Explaining Resume Roadblocks

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Navigating Roadblocks Chart

No matter what position, company, grade level or age, if you are looking for a job you need a resume.  You may have had a lot of fun jumping from job to job, taking some time off in between to “find yourself” or save the world, but when you want to make a job switch or get back on the work treadmill, you’re going to have to put your past down on paper.  Even though you understand the reasons why you’ve had four jobs in the past two years or had a two-year gap in employment back in ’95, explaining it to a prospective employer without sounding like a loser needs some planning.  Here are some tips on how to explain potential “resume roadblocks” that could keep you from your next employment opportunity.

 

1.      Termination.  You got fired.  Just that word conjures up visions of blindfolds, last words and gunpowder.  And it was your fault.  You did spend four hours a day working your online EBay business from your cubicle.  Or you consistently missed your sales goals.  The best way to handle these situations is honesty.  Don’t blame the boss, the lousy, unfair policies or the phases of the moon.  After admitting your mistake, continue with what you learned from the experience and how it will help make you a better employee. 

 

2.      Laid off.   It doesn’t hold the same stigma as getting fired, but a potential employer will still want to know why you were put on the redundancy list.  Were you at the low end of the performance appraisal scale?  Not able to meet production quotas?  Made a lot of mistakes?  Not promotable?  If the entire plant or department was laid off, that’s all the explanation you need.  If it was just you, take some tips from #1 above.  Be brief, lessons learned and how it will make you a better employee.

 

3.      Gaps in employment.  It happens because life happens.  Families with children make decisions on how to care for kids; you take time off to follow a dream, see the world or just get your head straight after a physical, mental or emotional setback.  It’s important to be able to explain gaps without embarrassment or defensiveness.   If you were a guest of the prison system, be matter of fact and emphasize how you are prepared to work hard to make a new start.  The facts will also come out in a background check, so be honest.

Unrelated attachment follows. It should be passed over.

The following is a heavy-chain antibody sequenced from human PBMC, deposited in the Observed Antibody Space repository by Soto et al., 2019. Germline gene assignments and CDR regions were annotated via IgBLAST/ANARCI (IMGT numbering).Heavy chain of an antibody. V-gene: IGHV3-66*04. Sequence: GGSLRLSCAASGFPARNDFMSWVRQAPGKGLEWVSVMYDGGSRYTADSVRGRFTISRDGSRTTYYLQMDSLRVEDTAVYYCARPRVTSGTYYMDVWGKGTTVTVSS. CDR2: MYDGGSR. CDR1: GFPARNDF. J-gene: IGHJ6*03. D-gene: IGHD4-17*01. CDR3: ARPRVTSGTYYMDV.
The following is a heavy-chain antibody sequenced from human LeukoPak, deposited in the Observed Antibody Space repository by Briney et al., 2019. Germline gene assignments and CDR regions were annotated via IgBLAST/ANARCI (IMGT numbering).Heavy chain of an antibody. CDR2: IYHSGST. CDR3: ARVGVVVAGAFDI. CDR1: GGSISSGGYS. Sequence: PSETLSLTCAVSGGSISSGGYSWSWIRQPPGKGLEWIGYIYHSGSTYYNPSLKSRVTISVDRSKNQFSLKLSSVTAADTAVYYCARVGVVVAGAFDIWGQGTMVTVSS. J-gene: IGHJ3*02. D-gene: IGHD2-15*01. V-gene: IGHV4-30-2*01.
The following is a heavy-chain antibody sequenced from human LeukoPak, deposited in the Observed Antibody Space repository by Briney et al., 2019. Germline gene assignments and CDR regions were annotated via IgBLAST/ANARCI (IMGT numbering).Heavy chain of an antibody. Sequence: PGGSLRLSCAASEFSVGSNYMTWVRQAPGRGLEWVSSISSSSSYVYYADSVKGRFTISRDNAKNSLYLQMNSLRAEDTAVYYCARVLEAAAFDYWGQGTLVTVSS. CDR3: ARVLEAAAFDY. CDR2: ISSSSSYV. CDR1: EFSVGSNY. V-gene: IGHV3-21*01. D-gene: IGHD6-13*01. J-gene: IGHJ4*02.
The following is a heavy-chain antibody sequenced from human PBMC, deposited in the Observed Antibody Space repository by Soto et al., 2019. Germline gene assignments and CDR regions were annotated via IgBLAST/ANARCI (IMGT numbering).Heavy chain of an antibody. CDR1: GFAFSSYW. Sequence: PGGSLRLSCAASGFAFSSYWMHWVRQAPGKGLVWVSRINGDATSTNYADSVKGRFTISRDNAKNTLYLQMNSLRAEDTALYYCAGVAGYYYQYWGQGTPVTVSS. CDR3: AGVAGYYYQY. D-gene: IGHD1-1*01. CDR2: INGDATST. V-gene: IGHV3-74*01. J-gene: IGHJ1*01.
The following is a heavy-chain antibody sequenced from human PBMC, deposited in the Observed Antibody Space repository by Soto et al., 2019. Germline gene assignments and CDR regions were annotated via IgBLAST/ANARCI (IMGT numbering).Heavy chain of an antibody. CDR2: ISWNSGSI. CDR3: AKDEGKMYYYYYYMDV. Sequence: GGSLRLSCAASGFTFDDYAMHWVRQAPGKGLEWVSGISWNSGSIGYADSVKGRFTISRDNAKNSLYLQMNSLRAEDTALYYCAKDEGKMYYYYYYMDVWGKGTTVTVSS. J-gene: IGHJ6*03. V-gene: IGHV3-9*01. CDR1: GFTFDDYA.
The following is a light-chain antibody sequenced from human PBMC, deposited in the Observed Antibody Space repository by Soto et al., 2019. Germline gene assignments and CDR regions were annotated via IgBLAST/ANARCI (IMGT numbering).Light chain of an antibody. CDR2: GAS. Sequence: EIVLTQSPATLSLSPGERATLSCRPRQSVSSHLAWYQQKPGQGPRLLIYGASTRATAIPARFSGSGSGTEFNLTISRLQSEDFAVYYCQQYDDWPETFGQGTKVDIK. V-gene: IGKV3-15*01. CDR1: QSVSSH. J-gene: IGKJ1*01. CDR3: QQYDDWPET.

4.      Only one previous job.  You wouldn’t think this would be a roadblock, but someone who worked for one company for 20 or 30 years may be loyal but can also be in a rut and difficult to retrain to a new company or position.  Show progression through your career, levels of responsibility and opportunities to develop new skills.

 

5.      Less than a year at several jobs.  I once had a client who had about six jobs in succession with only about nine months or less at each job.  On the surface she looked like a “job hopper” and a bad employment risk.  She had a good explanation for each move, mostly due to the recession and bad luck.  In that case, I suggested she mention something in her cover letter to prepare the employer for the list and quiet any fears before seeing her resume.

 

At the end of the day, your resume is what it is.  Employment and life experience are both valuable.  Practice explaining your life and employment choices clearly and with confidence.  Show an employer you’re a great candidate because of your varied work and life experience. 

 

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